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Case Summary: Condominium Corporation No 0425636 v Amyotte’s Plumbing
Defence + Indemnity

The principles for extending the limitation period for filing Third Party Notices.  

Condominium Corporation No 0425636 v Amyotte’s Plumbing, 2015 ABQB 801, per Master Schulz  


When the condominium complex (Condo) was constructed in 2005, Amyotte’s Plumbing installed the plumbing system using materials from Ipex. In March 2012, the proposed Third Party, Save­-On Mechanical Ltd., repaired a glycol leak at the condominium. Twelve days later there was a water/glycol leak.

The condominium corporation filed a Statement of Claim alleging, inter alia, negligent design, manufacture and installation of the PVC fittings by Amyotte and Ipex. Ipex filed its Statement of Defence on September 14, 2014. Amyotte filed its Statement of Defence on November 6, 2014.

Rule 3.45(c)(i) regarding filing Third Party Claims states that the claim must be filed within 6 months of the Statement of Defence being filed. Therefore, without a court ordered extension, Ipex needed to file its Third Party Claim by March 18, 2015 (March 14 being a Saturday). Amyotte needed to file its Third Party Claim by May 6, 2015.

Both Defendants Ipex and Amyotte filed an application on August 7, 2015 for an extension to file their Third Party Claim against Save­-On.

II. HELD: For the Defendants; the Court granted an extension of 20 days from the written decision to file and serve the Claim.

1. The test to allow a party to file and serve a Third Party Claim outside the 6 month limitation period consists of 3 factors: (1) Was the delay inordinate? (2) Was the delay adequately excused in the circumstances? (3) Did the delay prejudice the proposed Third Party Defendant?

(a) Where the delay is short, as was the case here, the primary focus of the application is on the last two factors.

(b) The test must be examined in the context of the benefits of the Third Party procedure which are: (1) avoiding multiplicity of actions; (2) avoiding contrary or inconsistent findings; (3) allowing the third party to defend the plaintiff’s claim against the defendant; (4) to save costs; and (5) to determine the issues between the defendant and the third party as soon as possible. 

(c) On application to extend the time for a third party claim, a court will look at both the pleadings and the evidence adduced on application.

2. Applying the three-­part test, the Court determined that the applicants had met the low threshold present in these circumstances. Given the short length of the delay, the focus of the test was on the excuse offered and prejudice suffered with the weight being more on the existence of prejudice.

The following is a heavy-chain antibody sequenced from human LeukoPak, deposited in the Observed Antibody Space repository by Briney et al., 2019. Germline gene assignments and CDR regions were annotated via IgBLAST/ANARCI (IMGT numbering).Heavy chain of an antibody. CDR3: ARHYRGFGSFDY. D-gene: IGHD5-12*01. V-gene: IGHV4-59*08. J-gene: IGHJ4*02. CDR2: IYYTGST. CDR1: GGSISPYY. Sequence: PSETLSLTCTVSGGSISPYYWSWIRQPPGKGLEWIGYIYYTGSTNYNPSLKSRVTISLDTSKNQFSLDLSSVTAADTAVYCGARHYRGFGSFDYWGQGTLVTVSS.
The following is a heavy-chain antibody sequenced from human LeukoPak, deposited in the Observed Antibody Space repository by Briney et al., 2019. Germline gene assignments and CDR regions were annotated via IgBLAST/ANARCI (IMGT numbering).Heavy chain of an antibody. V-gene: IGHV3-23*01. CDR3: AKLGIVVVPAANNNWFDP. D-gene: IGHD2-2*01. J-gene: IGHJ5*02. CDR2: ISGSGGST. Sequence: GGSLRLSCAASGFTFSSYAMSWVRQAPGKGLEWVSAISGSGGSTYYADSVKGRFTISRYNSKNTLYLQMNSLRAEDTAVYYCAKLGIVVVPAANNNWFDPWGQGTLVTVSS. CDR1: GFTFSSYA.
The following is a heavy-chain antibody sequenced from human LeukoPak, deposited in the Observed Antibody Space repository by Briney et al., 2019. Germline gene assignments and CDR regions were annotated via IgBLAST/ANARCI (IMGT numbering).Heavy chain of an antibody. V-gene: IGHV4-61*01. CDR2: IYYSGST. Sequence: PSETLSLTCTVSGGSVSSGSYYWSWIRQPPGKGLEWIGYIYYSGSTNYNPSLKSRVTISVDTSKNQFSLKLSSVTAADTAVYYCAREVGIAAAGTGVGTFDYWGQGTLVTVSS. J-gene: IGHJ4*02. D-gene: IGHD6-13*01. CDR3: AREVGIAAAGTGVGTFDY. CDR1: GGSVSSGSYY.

3. Factor 1: The delay of approximately 3 months plus a day for Amyotte and 4 months less 2 days for Ipex, is relatively short and not inordinate.

(a) The delay to be considered is the period between the time the Claim should have been filed and the Application to extend the time. Here, September to August, 2015.

(b) Whether a delay is inordinate is fact dependent and influenced by the answers to the rest of the test. Delays of 16 or more months have been found not to be inordinate; a delay of 2 years has been described as “not commendable…but…not gross.”

4. Factor 2: The delay was adequately excused in the circumstances.

(a) The “excuse offered” was that time was required to review the historical records and information relating to the manufacture of the fitting, installation of the HVAC at the Plaintiff’s premises and the ongoing repair, service and maintenance of the HVAC. These records were in the Plaintiff’s possession and had to be provided to the Defendants by the plaintiff for review.

(b) The Court found this to be a reasonable excuse.

5. Factor 3: Any prejudice that might be suffered by Save-­On can be met through monetary compensation.

(a) Given the short nature of the delay, emphasis would be placed on this element.

(b) The Court will look at the pace of the litigation when assessing prejudice; where the pace is “leisurely” this will weigh in favour of granting the time.

(i) Here, the litigation did not appear to be either fast paced or leisurely. Thus, this was a neutral consideration.

(c) Save-­On claimed prejudice because of its inability to locate employees (possible witnesses) that were involved at the relevant time. However, it did not indicate whether or not this inability occurred during the September to August 2015 period. Therefore, this did not assist Save-On’s position.

(d) Possible limitations defences are also considered under this factor.

(i) The ability to start a new claim is reason for not allowing a Third Party action; whereas, the loss of a right to start a new action can weigh in favour of a late Third Party Notice.
(ii) Here, if the Defendants have a claim against Save­-On, it is possible that a limitation period will bar the bringing of a separate action. This militates in favour of allowing the Third Party notice to be filed.

(e) The Court must also consider the Plaintiff’s other defences to determine if there is “an air of reality” to the proposed Third Party Claim.

(f) The Court found that overall, despite not being worded as clearly as perhaps it should be, the proposed Claim appeared to support an arguable claim. The Court also noted it was early enough in the litigation.

6. While Save-­On presented strong arguments that raised questions as to the ultimate success of the Third party notice, it was not sufficient to defeat the Defendant’s application. 

(a) Save-­On still had the ability to bring a Summary Dismissal application, an application to Strike or any other application it felt was appropriate.